Mardi Gras march a life-changing experience
Bridgetown resident Bridge Truell was the sole Lower South West representative among a group of 80 people who marched with the Australian Queer Students’ Network at the Sydney Mardi Gras on March 3.
Bridge spent the Mardi Gras celebrating acceptance alongside friends, somewhat in contrast to their experience at home.
A “massive lack of understanding” made identifying with the queer community while in the Lower South West a sometimes “terrifying” experience.
“I feel like there’s also probably a lack of wanting to understand, which is more important,” Bridge said.
“It’s fine to just not get something and be like ‘oh, hey, I don’t understand what that means, explain it to me,’ rather than ‘I don’t understand what that means so it’s not real and you’re wrong’.”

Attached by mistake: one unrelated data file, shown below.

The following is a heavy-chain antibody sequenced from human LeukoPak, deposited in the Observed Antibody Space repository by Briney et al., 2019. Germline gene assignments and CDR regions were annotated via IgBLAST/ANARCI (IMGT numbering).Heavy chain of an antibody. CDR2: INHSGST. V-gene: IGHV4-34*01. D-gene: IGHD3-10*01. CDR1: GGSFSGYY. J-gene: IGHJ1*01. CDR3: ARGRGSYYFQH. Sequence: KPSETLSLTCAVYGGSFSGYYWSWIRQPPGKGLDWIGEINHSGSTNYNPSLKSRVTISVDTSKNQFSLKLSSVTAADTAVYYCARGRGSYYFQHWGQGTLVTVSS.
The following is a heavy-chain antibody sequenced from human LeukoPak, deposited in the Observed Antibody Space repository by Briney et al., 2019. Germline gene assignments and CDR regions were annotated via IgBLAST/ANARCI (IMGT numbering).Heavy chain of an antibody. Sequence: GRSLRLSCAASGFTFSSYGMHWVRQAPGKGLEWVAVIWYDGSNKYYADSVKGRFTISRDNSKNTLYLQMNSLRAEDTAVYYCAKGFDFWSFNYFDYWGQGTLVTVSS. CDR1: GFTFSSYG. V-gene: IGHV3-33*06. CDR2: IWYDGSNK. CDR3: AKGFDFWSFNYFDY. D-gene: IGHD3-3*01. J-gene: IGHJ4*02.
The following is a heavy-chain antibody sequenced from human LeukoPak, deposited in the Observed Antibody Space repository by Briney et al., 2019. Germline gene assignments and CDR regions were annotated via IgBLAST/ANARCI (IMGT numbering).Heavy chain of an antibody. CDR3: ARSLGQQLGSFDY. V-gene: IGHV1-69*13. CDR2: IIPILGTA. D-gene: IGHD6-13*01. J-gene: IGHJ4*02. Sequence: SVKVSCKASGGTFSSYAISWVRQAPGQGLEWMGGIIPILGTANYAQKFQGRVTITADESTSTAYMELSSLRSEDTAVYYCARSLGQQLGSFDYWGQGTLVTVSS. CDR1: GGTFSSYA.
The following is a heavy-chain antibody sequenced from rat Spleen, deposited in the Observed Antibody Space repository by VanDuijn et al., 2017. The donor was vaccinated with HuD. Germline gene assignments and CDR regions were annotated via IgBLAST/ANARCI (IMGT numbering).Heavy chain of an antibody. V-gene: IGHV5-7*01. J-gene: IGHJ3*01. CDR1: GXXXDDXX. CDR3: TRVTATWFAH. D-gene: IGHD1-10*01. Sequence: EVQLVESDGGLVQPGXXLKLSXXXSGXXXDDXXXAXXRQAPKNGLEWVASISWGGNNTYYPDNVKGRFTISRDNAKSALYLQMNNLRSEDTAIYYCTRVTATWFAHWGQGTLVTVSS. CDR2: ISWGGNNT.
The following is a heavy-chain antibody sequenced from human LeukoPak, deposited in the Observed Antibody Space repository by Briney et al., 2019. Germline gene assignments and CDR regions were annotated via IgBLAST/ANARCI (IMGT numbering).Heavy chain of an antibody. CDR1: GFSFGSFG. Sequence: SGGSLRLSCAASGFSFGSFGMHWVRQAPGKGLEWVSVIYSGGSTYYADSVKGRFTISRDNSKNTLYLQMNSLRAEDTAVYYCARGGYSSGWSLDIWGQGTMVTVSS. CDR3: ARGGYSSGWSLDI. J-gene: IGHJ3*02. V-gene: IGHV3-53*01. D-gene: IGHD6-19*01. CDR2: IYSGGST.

Bridge said there was a real need for supportive communities like the students’ network and Rural and Regional Alliance of Queer Students, and connecting with those communities online and at university had helped them find and understand their identity.
It was life-changing to realise “Oh my God, there are people like me, there are words for this and I’m not weird and I’m not broken,” Bridge said.
Despite a sometimes uncomfortable experience, Bridge said the Lower South West and the broader South West community seemed to be making progress towards acceptance.
The response to the legalisation of same-sex marriage and events like the inaugural Busselton Pride and Margaret River Mardi Gras were an “awesome start”, Bridge said.
Of the Australian Queer Students’ Network students that marched in Sydney this year, Bridge estimated a regional representation of more than 25 per cent.
“It was really, really good, there were a lot of people from all over,” Bridge said.
“It was absolutely incredible, literally the best time of my life.”
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